And to be completely clear, his future stops at the central singularity, not as he crosses the event horizon. (Passionflower already knows this, but I've seen previous threads on the topic run off the rails when someone else, already confused by the "time slows as you get nearer the horizon" stuff, misunderstand and become even more confused).

12. Apr 4, 2013

### Passionflower

Indeed, he will have a time of 4/3 times the mass of the black hole left once he passes the event horizon.

13. Apr 4, 2013

### pervect

Staff Emeritus
I'm attempting to get enough common ground to answer your question.

Whether or not something "exists" is a philoosphical question. I was offering the suggested defintiont that if you can visit a place, it "exists" as a starting point for discussion.

Given some agreement on what it means to "exist", your question can be answered. Without it, it can't.

At the moment, I still dont know if we have any sort of agreement on what you think it means to exist.

Some people like to debate what it means to "exist". I'm not one of them. But while I"m not particularly interested in debate, I try to be flexible in working with reasonable defintitions of "exist".

f you don't like my suggested definition of what "exist" means, it's really up to you to come up with one. If it's something I can work with, I can perhaps give you a better answer.

If you DO like my suggested definition, hopefully I have already answered your question, and you just neeed to read it and think it over a bit.

Last edited: Apr 4, 2013
14. Apr 4, 2013

### Staff: Mentor

That depends on the question. If the question is about observables like redshift then I agree, but if the question is about time slowing down then it is because of the coordinates.

15. Apr 4, 2013

### Passionflower

Well that depends on the observer:

Consider an observer who hovers very closely above the event horizon. A free falling object zooms by at near light speed with an enormous momentum. Then the object's distance to the event horizon decreases exponentially with time and the momentum increases exponentially with time. The object appears to be squeezed to a pancake on top of the event horizon and basically stays there.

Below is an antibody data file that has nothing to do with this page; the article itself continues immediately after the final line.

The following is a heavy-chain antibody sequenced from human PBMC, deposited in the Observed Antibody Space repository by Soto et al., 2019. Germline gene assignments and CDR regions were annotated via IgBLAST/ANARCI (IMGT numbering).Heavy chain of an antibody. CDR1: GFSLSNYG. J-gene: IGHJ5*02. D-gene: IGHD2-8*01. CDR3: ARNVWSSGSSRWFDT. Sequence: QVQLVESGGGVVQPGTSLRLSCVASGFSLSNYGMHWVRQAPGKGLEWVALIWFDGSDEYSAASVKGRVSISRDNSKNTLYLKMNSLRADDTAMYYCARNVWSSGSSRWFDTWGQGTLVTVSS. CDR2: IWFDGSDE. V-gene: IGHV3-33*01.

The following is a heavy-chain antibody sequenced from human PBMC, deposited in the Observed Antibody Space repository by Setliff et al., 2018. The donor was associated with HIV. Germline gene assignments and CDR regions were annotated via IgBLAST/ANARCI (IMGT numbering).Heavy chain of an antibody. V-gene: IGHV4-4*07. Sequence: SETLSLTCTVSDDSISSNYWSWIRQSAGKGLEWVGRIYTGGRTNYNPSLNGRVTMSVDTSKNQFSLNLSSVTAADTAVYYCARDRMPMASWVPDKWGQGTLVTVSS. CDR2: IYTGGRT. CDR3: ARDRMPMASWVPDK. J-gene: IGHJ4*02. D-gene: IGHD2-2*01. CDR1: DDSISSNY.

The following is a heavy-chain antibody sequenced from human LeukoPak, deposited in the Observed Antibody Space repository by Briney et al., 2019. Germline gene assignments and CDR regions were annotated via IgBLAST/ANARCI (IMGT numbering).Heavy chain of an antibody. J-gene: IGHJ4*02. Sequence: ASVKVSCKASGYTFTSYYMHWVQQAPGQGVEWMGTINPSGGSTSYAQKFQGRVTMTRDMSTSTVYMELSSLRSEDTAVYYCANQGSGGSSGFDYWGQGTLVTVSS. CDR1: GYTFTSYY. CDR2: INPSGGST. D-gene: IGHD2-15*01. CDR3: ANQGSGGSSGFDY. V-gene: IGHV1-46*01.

Last edited: Apr 4, 2013
16. Apr 4, 2013

### Staff: Mentor

Yes; I was talking about us, here on Earth, observing distant objects that are candidates for being black holes.

Well, actually, the light from the object would be so strongly redshifted, even when it had just passed the hovering observer, that it probably wouldn't be visible. But I suppose we're idealizing that away.

What we can't idealize away, though, is this: suppose you're the hovering observer. You know you're close to the horizon. Something falls past you at almost the speed of light. Where could it go? If it hit something at any finite distance above the horizon, you would see light coming back from the impact. If it somehow stopped and turned around, you would see light from that event. If you don't see any such thing, what else could have happened? It doesn't help to say, well, the light gets more and more delayed as the object gets closer to the horizon, because that's the point: that only happens *if the object is free-falling towards the horizon.* If the object's trajectory changes, the light coming from it will change too. So if the light you see behaves the way that it's predicted to behave for an object that's falling to the horizon, wouldn't you conclude that it is, in fact, falling to the horizon? (And once it gets there, what else can it do but continue to fall inside?)